Yangyel Lhaden

The Monpa community in Trongsa, once stewards of age-old customs, finds itself at a pivotal juncture as they welcome modernisation. They are grappling with acknowledging the benefits of modern amenities while safeguarding their cultural legacy, striking a nuanced equilibrium between tradition and advancement.

The three villages of Langthel gewog—Phumzur, Wangling, and Jangbi—are home to the Monpas, considered among the earliest settlers in Bhutan. They worship Jwodurshing, also known as the Black Mountain, their ancestral abode for generations. Historically, they led lives as hunter-gatherers in the forests, practicing shifting cultivation. Traditionally, their attire comprised garments crafted from nettle plant fibres known as Pagay, and they communicate in their native language called Monkha, a unique dialect with roots in the Tibeto-Burman language family.

Presently, the three Monpa villages are home to about 370 individuals residing in around 60 households. With the advent of roads, the villages have witnessed transformative changes. Residents now engage in the cultivation and sale of cash crops like cardamom and oranges. The younger generation attends schools, and basic healthcare facilities are available, alongside other modern conveniences, marking a significant shift towards modernisation in Monpa communities.

Monpas today wear Pagay only during special occasions

Pagay has become increasingly uncommon attire in the villages of Langthel. Nowadays, the residents prefer the simplicity of gho and kira for their everyday clothing, saving their Pagay for special events.

“The government encourages us to wear Pagay during ceremonies to uphold our cultural heritage,” said Jangbi tshogpa, Sonam.

Tawla, an 81-year-old resident of Jangbi, fondly recalled a time when wearing Pagay was considered a luxury.

“Back then, we relied on the forest for sustenance and couldn’t afford new garments,” he said. Pagay, lacking sleeves, provided little defense against the cold winters and rugged terrain, posing challenges to daily life. “We owe gratitude to the monarchy for the advancements in our village, which have made modern amenities accessible to us Monpas.”

In addition to Pagay, another tradition fading in the Monpa village is the practice of sham and shaman, essential for performing the ritual known as Shilaidung. There is a declining interest among educated youths in these traditional practices alive.

The Monpa community maintains a profound bond with nature, expressing their reverence through a ritual known as Shilaidung during winter and spring. This ceremony is dedicated to appeasing their local deity, Jowodurshing, where Monpas offer their initial harvest. Moreover, each village honours its unique local deity: Zhiripa in Wangling, Kipmugchin in Jangbi, and Wompo in Phumzur. While Shilaidung is primarily observed during winter and spring, it is also conducted in the summer to ward off misfortune and safeguard against illness.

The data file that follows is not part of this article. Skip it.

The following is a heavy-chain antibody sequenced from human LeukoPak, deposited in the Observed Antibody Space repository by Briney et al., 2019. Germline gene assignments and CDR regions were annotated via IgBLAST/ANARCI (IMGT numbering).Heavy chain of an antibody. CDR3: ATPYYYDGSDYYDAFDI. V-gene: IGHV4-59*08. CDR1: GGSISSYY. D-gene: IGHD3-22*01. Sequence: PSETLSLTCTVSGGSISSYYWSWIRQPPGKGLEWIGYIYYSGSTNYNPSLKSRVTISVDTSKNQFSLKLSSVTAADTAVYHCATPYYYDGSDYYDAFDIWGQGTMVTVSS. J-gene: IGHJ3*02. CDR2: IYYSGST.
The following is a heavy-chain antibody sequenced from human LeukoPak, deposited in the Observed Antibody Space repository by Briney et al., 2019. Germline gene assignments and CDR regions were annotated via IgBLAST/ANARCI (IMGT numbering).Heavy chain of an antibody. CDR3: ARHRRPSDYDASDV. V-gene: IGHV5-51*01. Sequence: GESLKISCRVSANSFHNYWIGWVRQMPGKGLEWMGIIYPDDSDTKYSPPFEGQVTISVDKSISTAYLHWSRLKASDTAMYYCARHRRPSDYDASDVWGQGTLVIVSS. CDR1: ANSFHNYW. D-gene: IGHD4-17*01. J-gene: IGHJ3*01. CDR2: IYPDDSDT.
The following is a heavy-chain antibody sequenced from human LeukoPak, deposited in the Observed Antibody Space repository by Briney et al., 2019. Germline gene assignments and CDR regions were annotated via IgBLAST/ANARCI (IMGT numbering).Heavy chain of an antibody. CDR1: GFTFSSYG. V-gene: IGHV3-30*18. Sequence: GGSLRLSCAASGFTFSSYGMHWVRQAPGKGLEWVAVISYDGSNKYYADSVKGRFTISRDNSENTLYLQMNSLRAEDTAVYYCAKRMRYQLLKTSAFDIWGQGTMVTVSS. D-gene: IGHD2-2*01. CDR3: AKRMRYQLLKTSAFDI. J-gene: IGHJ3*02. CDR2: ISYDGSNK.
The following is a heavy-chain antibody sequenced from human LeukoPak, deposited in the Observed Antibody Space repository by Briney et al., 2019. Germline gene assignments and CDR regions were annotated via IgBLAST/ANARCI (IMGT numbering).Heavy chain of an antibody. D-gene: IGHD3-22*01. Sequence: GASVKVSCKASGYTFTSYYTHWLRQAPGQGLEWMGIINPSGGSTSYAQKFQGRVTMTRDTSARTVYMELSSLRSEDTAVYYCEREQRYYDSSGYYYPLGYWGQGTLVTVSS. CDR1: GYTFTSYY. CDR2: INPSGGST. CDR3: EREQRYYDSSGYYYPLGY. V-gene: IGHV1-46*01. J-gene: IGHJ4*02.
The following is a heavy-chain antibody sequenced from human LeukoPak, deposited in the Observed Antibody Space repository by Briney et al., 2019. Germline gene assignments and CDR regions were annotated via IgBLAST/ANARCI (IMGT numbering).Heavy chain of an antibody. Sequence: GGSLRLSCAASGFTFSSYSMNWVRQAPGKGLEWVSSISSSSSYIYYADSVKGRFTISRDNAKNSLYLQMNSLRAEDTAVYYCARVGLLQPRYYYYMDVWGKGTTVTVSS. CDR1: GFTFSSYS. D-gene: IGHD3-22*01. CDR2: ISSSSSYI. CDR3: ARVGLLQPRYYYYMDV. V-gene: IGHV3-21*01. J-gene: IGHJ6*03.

Sonam reminisced about the past when Shilaidung was celebrated grandly in the villages. In Tawla’s youth, the event brought together all three Monpa villages, appointing a treasurer for the occasion. However, Sonam expressed concern over the declining number of sham and shamans, fearing for the future of the ritual. Nowadays, Shilaidung has lost its former splendour, with each village organising its own ceremony, leading to diminished unity among the communities.

During Shilaidung, a temporary halt is observed for foraging from the forest for three days, commencing from the bridge that marks the boundary between Mangdechhu and the Monpa community.

Sonam highlighted efforts to reclaim the Monpa narrative and safeguard their vibrant culture, language, and environment.

To support these endeavors, they secured a research grant of Nu one million from the Tribal Trust Foundation in the USA, facilitated by the Tarayana Foundation and Yangphel Adventure Travel.

“One method to pass on knowledge to the youth involves transmitting wisdom from elders to the younger generation through debates conducted in Monkha,” Sonam said.

The 18-month research project began last June.

“Despite Monkha being spoken by everyone in the community, the dialect and purity of the language are gradually fading,”Sonam said. “The Monkha spoken today differs from the language spoken by elders like Tawla.”

Reflecting on the past, Sonam said that there was now a broader emphasis on preserving the unique Monpa culture and traditions. This, he said, helped inspire youth to learn and uphold the heritage.

Sonam expressed a sentiment of both gratitude for the significant improvements in their lives and concern over the fading of their traditions and culture, which are integral to their identity as Monpas. “Nevertheless, we are deeply dedicated to preserving our rich heritage and traditions.”

 

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